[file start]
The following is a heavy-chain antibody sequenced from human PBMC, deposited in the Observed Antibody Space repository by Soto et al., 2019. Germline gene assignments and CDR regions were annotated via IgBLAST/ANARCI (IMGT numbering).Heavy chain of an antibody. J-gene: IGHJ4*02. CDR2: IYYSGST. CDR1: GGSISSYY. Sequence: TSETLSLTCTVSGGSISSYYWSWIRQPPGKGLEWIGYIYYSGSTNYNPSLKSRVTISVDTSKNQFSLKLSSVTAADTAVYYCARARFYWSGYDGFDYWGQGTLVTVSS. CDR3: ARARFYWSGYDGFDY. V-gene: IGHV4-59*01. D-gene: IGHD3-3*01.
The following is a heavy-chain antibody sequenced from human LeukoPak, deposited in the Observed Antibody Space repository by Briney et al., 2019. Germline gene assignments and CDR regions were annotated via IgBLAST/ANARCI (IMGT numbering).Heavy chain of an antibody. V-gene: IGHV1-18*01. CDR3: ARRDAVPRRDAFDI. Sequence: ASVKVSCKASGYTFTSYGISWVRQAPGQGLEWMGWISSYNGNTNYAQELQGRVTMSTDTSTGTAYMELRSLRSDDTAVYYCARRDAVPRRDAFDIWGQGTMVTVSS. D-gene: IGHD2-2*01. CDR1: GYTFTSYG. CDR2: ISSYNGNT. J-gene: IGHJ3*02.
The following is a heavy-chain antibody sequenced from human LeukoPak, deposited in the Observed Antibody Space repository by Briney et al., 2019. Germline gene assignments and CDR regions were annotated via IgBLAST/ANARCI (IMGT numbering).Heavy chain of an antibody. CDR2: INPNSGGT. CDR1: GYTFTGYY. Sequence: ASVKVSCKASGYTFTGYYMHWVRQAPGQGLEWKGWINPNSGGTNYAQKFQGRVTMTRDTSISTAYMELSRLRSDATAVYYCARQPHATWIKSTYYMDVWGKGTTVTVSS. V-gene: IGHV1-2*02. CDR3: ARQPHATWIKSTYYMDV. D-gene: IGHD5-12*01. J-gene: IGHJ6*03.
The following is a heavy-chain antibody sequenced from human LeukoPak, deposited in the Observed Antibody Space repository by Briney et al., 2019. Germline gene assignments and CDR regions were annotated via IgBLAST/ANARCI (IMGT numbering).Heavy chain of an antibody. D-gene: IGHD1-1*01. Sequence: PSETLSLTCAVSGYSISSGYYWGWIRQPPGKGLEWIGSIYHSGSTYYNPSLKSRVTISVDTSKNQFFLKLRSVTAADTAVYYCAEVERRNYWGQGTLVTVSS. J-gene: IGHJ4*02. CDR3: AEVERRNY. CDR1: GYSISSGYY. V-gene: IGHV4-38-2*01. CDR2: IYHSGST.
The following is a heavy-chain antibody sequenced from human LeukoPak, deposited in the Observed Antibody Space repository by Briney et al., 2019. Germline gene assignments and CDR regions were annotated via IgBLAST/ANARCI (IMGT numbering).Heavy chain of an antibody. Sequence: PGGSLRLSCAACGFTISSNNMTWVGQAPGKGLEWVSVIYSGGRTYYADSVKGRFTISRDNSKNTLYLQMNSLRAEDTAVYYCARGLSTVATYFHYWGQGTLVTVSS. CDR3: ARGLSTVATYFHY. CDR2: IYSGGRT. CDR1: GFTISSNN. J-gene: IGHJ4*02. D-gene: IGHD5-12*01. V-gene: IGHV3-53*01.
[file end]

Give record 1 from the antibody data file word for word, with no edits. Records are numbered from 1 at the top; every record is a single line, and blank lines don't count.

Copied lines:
The following is a heavy-chain antibody sequenced from human PBMC, deposited in the Observed Antibody Space repository by Soto et al., 2019. Germline gene assignments and CDR regions were annotated via IgBLAST/ANARCI (IMGT numbering).Heavy chain of an antibody. J-gene: IGHJ4*02. CDR2: IYYSGST. CDR1: GGSISSYY. Sequence: TSETLSLTCTVSGGSISSYYWSWIRQPPGKGLEWIGYIYYSGSTNYNPSLKSRVTISVDTSKNQFSLKLSSVTAADTAVYYCARARFYWSGYDGFDYWGQGTLVTVSS. CDR3: ARARFYWSGYDGFDY. V-gene: IGHV4-59*01. D-gene: IGHD3-3*01.